PI: Bryan Brown
Title: Assessing the Impacts of Aging upon the Macropahge Response to Implantable Materials
Description: The ultimate success or failure of implantable materials is invariably a function of the local host tissue response to the materials and the associated remodeling process at each anatomical site. The interaction of the immune system with implantable materials has historically been considered to be a negative occurrence associated with tissue degradation, implant encapsulation, and/or failure. Recently, the role of the innate immune system, particularly that of macrophages, in the response to implantable materials has received renewed attention. It has now been shown that macrophages, depending upon plastic and context-dependent polarization profiles (e.g. M1 pro-inflammatory vs. M2 anti-inflammatory), are also capable of affecting improved tissue integration and performance following implantation. This emerging understanding of the constructive, regulatory, and essential role of macrophages represents a departure from classical paradigms of host-implant interactions. Indeed, it now appears desirable that biomaterial-based approaches to tissue reconstruction should both accommodate and promote involvement of the immune system to facilitate positive outcomes. However, the ability to promote such activity is predicated upon an in-depth, context-dependent understanding of the host response to biomaterials. The proposed work seeks to define the host response to biomaterials in the context of aging. Despite the increasing usage of implantable medical devices in aged patients, the impacts of aging upon the host response have never been investigated. Immunosenescence, dysregulation of macrophage function and polarization, and delayed resolution of acute immune responses in aged individuals have all been demonstrated. This would suggest that the host response to biomaterials in aged individuals should differ significantly from that in younger individuals. However, studies examining the effects of aging upon the host response to biomaterials and the implications of this response for long-term integration and function in aging individuals have never been performed. Thus, there is a clear need to elucidate the impacts of aging upon the host response in order to develop implantable materials which address the needs of an increasingly aged population. The overarching goals of the proposed work are to define the effects of aging upon the host response to implantable materials, to explore the mechanisms by which aging alters the host response, and to develop methods that manipulate the host response to improve remodeling outcomes in aged individuals.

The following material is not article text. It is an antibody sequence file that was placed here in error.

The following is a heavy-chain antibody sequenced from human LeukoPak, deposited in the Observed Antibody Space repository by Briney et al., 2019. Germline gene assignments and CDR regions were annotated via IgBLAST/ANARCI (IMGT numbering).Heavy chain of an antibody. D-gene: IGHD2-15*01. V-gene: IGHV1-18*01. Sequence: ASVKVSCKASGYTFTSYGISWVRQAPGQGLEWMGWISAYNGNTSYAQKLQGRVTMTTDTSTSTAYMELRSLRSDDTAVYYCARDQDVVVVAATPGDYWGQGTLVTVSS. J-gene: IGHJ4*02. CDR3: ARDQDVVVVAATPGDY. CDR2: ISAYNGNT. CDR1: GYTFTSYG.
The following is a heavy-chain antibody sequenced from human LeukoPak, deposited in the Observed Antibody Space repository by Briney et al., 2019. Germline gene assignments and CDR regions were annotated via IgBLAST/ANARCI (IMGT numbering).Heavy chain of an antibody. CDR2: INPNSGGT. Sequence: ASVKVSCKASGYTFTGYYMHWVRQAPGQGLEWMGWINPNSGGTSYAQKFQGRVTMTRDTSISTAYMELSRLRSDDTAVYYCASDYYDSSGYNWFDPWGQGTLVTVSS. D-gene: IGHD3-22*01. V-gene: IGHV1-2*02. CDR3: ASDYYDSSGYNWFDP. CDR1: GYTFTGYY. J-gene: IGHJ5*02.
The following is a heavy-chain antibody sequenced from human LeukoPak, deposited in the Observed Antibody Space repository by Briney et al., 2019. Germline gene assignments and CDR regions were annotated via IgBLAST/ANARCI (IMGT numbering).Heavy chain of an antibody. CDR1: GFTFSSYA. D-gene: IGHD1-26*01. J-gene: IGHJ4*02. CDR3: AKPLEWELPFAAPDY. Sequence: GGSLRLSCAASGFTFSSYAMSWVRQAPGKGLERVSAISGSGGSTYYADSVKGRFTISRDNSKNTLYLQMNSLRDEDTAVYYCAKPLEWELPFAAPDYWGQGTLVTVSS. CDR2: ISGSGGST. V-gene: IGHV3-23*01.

Source: National Institute on Aging
Term: 5 years